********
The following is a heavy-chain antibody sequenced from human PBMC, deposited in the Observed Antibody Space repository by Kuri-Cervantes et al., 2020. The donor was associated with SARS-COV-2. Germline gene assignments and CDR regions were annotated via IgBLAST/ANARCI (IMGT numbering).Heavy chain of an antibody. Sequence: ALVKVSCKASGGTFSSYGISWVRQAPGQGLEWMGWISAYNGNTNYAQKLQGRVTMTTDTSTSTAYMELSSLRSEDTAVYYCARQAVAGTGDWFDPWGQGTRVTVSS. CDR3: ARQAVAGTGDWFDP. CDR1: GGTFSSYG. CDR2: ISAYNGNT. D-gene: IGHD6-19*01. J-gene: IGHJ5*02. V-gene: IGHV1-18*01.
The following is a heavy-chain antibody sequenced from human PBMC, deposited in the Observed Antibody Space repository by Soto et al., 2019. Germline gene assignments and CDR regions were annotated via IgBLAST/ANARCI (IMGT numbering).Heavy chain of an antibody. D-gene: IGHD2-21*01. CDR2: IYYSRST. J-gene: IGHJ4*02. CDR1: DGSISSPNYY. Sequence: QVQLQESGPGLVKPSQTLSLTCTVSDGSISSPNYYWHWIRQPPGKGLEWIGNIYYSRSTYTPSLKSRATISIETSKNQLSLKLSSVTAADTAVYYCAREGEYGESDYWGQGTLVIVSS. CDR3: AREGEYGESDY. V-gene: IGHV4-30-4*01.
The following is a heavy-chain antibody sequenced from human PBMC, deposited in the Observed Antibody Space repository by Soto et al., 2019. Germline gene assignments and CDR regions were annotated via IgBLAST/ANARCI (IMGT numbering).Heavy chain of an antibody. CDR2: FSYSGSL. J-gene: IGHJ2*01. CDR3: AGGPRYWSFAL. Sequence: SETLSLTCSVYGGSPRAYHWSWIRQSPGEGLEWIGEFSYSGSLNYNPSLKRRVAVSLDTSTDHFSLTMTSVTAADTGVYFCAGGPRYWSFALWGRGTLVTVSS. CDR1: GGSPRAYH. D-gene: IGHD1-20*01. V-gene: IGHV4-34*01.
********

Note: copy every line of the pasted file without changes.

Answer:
The following is a heavy-chain antibody sequenced from human PBMC, deposited in the Observed Antibody Space repository by Kuri-Cervantes et al., 2020. The donor was associated with SARS-COV-2. Germline gene assignments and CDR regions were annotated via IgBLAST/ANARCI (IMGT numbering).Heavy chain of an antibody. Sequence: ALVKVSCKASGGTFSSYGISWVRQAPGQGLEWMGWISAYNGNTNYAQKLQGRVTMTTDTSTSTAYMELSSLRSEDTAVYYCARQAVAGTGDWFDPWGQGTRVTVSS. CDR3: ARQAVAGTGDWFDP. CDR1: GGTFSSYG. CDR2: ISAYNGNT. D-gene: IGHD6-19*01. J-gene: IGHJ5*02. V-gene: IGHV1-18*01.
The following is a heavy-chain antibody sequenced from human PBMC, deposited in the Observed Antibody Space repository by Soto et al., 2019. Germline gene assignments and CDR regions were annotated via IgBLAST/ANARCI (IMGT numbering).Heavy chain of an antibody. D-gene: IGHD2-21*01. CDR2: IYYSRST. J-gene: IGHJ4*02. CDR1: DGSISSPNYY. Sequence: QVQLQESGPGLVKPSQTLSLTCTVSDGSISSPNYYWHWIRQPPGKGLEWIGNIYYSRSTYTPSLKSRATISIETSKNQLSLKLSSVTAADTAVYYCAREGEYGESDYWGQGTLVIVSS. CDR3: AREGEYGESDY. V-gene: IGHV4-30-4*01.
The following is a heavy-chain antibody sequenced from human PBMC, deposited in the Observed Antibody Space repository by Soto et al., 2019. Germline gene assignments and CDR regions were annotated via IgBLAST/ANARCI (IMGT numbering).Heavy chain of an antibody. CDR2: FSYSGSL. J-gene: IGHJ2*01. CDR3: AGGPRYWSFAL. Sequence: SETLSLTCSVYGGSPRAYHWSWIRQSPGEGLEWIGEFSYSGSLNYNPSLKRRVAVSLDTSTDHFSLTMTSVTAADTGVYFCAGGPRYWSFALWGRGTLVTVSS. CDR1: GGSPRAYH. D-gene: IGHD1-20*01. V-gene: IGHV4-34*01.